Expression systems were developed for evaluating recombinant human thrombomodulin (TM) production in different host cell lines by investigating the performance of five mammalian expression vectors. The expression vectors were constructed so that they contain multiple monocistronic gene cassettes which include a gene encoding a dominant selectable marker, HyR (hygromycin B phosphotransferase), under the regulation of the thymidine kinase promoter, the target gene which encodes a truncated human re-TM under the regulation of various promoters, an amplifiable gene (Dhfr) encoding murine dihydrofolate reductase under the regulation of either the SV40 early or late promoter along with the SV40 enhancer and the SV40 ori. We tested the performance of the five expression vectors in human embryonic kidney cells (HEK293), baby hamster kidney cells (BHK), human melanoma cells (CHL-1) and Dhfr- Chinese hamster ovary cells (CHO/Dhfr-). We found that the efficiency of DNA uptake, transient expression and stable expression of the different expression vectors were all cell-line dependent. However, the myeloproliferative sarcoma virus (MPSV) LTR promoter consistently showed higher expression levels in all cell lines, particularly in HEK293 cells. These results were confirmed by the distribution curves of the level of expression of individual clones. Furthermore, by amplifying Dhfr in transfected CHO/Dhfr- cells with 100 nM methotrexate, we achieved a 20-fold increase in re-TM production using the SV40 late promoter to control murine Dhfr expression. Our data from DNA and mRNA analysis reveal that pMPSV-TM has a high transcription efficiency. Thus, we have developed a versatile expression system that is able to evaluate protein molecules rapidly by transient expression, or by generating stable clones for large-quantity production and is amplifiable for ultimate protein production. © 1994.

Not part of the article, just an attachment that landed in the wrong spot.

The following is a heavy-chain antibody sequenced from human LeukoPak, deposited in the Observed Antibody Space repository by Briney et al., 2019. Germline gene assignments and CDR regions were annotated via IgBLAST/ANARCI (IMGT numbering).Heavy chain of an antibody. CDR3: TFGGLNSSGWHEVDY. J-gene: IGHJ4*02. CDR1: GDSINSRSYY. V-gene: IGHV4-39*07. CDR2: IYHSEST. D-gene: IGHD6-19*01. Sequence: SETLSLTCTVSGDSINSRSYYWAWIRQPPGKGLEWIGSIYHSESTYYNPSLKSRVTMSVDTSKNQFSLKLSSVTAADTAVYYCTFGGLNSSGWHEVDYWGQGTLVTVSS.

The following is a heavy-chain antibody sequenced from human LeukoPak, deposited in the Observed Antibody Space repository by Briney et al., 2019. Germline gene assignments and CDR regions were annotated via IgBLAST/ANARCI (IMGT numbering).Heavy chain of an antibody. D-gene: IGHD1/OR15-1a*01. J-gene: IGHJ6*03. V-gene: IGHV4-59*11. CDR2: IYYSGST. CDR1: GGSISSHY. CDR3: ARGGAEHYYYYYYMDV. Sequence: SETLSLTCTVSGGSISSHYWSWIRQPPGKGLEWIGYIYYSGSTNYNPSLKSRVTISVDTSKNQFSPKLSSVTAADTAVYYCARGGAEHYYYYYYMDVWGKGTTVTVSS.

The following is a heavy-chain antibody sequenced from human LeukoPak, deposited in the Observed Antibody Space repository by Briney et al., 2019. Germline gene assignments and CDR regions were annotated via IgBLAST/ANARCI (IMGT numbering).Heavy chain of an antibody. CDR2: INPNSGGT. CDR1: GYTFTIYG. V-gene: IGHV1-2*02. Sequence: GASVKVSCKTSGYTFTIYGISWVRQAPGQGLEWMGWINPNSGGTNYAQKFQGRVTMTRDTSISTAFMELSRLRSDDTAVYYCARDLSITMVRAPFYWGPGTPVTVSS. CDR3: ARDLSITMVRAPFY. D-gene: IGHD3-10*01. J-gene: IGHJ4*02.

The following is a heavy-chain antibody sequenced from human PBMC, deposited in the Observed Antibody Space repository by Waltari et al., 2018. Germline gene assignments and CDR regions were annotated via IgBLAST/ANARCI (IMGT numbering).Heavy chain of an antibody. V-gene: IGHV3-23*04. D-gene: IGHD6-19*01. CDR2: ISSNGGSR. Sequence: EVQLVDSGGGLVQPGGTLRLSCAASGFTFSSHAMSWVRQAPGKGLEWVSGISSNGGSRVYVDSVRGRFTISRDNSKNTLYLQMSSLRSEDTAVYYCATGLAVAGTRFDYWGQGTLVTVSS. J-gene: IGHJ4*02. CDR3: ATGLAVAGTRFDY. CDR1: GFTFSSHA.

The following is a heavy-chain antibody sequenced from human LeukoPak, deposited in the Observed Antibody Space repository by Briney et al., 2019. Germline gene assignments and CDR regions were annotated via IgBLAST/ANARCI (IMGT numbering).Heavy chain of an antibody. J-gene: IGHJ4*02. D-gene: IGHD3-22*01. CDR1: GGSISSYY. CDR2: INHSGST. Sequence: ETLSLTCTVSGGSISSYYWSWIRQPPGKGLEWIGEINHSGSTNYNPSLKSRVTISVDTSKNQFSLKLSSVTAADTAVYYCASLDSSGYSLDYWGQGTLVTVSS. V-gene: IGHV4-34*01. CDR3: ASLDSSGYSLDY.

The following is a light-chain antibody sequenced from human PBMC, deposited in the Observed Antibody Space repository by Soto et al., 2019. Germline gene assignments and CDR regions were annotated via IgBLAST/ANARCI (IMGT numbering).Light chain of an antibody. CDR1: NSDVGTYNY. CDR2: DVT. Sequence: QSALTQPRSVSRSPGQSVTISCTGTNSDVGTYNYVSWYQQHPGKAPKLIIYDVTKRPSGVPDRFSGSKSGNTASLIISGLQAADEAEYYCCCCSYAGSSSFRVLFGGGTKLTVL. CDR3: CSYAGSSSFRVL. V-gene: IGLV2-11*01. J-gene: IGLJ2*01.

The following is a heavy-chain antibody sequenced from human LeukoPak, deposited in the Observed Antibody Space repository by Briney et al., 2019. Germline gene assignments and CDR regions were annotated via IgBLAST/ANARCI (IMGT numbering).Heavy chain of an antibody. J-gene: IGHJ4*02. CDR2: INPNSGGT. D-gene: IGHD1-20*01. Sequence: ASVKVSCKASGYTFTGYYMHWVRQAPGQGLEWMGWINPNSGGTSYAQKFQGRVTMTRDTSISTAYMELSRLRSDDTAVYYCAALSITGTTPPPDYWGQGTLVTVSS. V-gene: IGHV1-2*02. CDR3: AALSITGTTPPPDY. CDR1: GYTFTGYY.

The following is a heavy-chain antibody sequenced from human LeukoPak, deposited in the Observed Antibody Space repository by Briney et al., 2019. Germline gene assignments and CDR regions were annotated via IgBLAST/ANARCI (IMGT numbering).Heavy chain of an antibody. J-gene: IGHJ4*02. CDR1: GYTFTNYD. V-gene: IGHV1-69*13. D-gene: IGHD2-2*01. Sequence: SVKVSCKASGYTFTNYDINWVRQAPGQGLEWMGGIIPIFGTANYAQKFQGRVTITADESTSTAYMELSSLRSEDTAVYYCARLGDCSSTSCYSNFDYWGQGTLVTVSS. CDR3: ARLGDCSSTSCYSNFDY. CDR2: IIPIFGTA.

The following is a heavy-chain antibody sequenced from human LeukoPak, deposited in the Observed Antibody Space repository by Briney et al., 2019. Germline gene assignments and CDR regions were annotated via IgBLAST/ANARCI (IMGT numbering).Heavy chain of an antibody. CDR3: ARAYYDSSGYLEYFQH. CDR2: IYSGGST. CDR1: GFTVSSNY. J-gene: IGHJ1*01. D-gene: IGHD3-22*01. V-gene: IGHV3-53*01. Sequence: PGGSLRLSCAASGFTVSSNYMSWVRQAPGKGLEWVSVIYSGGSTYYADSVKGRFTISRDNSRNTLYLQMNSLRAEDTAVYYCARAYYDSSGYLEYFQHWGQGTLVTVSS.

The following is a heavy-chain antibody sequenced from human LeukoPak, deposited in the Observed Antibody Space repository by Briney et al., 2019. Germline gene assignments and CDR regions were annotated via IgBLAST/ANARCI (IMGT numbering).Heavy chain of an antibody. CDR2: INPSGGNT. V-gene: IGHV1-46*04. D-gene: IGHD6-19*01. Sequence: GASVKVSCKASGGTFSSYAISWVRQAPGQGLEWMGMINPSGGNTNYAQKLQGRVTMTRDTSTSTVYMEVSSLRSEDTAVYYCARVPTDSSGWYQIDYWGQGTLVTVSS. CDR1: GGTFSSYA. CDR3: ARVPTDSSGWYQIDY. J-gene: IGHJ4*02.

Lin, J. H., Wang, M., Andrews, W. H., Wydro, R., & Morser, J. (1994). Expression efficiency of the human thrombomodulin-encoding gene in various vector and host systems. Gene, 147(2), 287–292. https://doi.org/10.1016/0378-1119(94)90083-3